Wood Beams

The Types of Wood Beams in Construction

Wood beams are essential components in construction projects, providing structural support and a timeless aesthetic. They are widely used in residential and commercial construction, from framing roofs to supporting floors and walls.

What is a Wood Beam?

A wood beam is a long, straight piece of lumber that provides support to a structure. They are used to distribute the weight of a structure evenly across the foundation and to support the weight of the structure above. Wood beams are typically made of solid wood or engineered wood products.

Types of Wood Beams

1. Solid Wood Beams

Solid wood beams are cut from a single tree trunk and are available in various sizes and shapes. They are typically used for decorative purposes, such as exposed ceiling beams, but can also provide structural support. Solid wood beams can be made from a variety of tree species, including pine, oak, cedar, and Douglas fir.

2. Glulam Beams

Glulam beams are engineered wood products made by gluing together several layers of lumber. They are stronger and more stable than solid wood beams, and their size can be customized to fit the specific requirements of a project. Glulam beams are commonly used in roof construction, as well as in bridges and other large-scale projects.

3. Laminated Veneer Lumber (LVL) Beams

Laminated Veneer Lumber (LVL) beams are also engineered wood products made by layering thin sheets of wood veneer and gluing them together. They are similar to glulam beams in strength and stability but are lighter and more flexible. LVL beams are often used in residential and commercial construction, such as for load-bearing walls and beams.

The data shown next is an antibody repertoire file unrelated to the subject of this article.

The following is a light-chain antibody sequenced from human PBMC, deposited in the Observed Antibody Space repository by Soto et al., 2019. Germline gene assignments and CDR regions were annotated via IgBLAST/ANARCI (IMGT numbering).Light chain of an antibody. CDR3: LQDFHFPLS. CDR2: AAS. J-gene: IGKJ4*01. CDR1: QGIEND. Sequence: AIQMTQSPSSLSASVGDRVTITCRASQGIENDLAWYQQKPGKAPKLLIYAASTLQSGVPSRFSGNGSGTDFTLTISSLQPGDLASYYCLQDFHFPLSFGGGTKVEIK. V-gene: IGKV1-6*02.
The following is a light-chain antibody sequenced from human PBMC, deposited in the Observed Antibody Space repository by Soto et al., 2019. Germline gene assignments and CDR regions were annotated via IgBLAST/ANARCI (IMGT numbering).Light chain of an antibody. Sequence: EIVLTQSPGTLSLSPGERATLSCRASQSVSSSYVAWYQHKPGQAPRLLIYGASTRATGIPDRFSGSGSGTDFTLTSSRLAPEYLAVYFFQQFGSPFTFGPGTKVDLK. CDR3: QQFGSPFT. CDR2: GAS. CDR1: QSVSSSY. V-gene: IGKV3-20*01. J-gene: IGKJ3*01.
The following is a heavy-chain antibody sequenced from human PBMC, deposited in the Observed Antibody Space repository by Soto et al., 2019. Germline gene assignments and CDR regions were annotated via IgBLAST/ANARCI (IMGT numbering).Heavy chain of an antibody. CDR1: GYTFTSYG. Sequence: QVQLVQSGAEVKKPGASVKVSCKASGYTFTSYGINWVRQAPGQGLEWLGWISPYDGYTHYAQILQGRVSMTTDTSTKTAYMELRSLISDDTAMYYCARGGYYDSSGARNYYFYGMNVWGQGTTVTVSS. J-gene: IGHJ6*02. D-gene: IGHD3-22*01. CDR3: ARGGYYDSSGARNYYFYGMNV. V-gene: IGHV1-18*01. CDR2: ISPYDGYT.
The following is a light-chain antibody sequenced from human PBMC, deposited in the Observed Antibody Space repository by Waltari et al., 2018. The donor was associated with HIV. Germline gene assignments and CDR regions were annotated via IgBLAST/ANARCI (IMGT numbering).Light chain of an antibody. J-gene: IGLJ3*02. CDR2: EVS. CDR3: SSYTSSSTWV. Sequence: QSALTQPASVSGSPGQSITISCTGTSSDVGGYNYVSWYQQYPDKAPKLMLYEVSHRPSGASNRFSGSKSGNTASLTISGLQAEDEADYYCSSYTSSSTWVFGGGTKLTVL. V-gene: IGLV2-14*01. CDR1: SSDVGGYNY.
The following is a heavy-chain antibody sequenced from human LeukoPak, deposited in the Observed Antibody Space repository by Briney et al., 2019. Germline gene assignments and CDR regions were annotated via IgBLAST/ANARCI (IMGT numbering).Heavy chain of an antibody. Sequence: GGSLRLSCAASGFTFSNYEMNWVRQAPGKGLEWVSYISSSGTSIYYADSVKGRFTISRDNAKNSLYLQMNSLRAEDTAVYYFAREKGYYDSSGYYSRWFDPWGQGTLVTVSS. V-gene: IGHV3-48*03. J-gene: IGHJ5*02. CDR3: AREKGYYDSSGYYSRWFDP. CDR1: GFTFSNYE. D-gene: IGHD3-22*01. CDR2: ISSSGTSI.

4. Parallel Strand Lumber (PSL) Beams

Parallel Strand Lumber (PSL) beams are another type of engineered wood product made by gluing together strands of wood with resin under high pressure. They are strong, stable, and resistant to warping, making them ideal for supporting heavy loads. PSL beams are commonly used in roof construction, as well as in floors and walls.

Wood Beam Joint Methods

Connecting wood beams requires precise joinery to ensure stability and durability. Here are some of the most common wood beam joint methods:

1. Butt Joint

A butt joint is the simplest and most common joint used to connect two pieces of wood end-to-end. It involves cutting the ends of the beams square and then attaching them together with screws or bolts.

2. Half-Lap Joint

A half-lap joint is created by cutting a notch into the end of each beam, which allows them to interlock with each other. This joint is stronger than a butt joint and is often used in roof construction.

3. Mortise-and-Tenon Joint

A mortise-and-tenon joint involves cutting a square or rectangular hole (mortise) into one beam and a matching projection (tenon) on the other. The tenon is then inserted into the mortise and secured with glue and wooden dowels or pegs.

4. Dovetail Joint

A dovetail joint is a more complex joint that involves cutting a series of interlocking wedge-shaped projections and notches into the ends of the beams. This joint is extremely strong and is often used in heavy timber construction.


Wood beams are versatile, durable, and aesthetically pleasing components of construction projects. Whether for structural support or decorative purposes, there are several types of wood beams to choose from, each with unique characteristics and applications. By understanding the different types of wood beams and their joint methods, builders can create safe, stable, and long-lasting structures.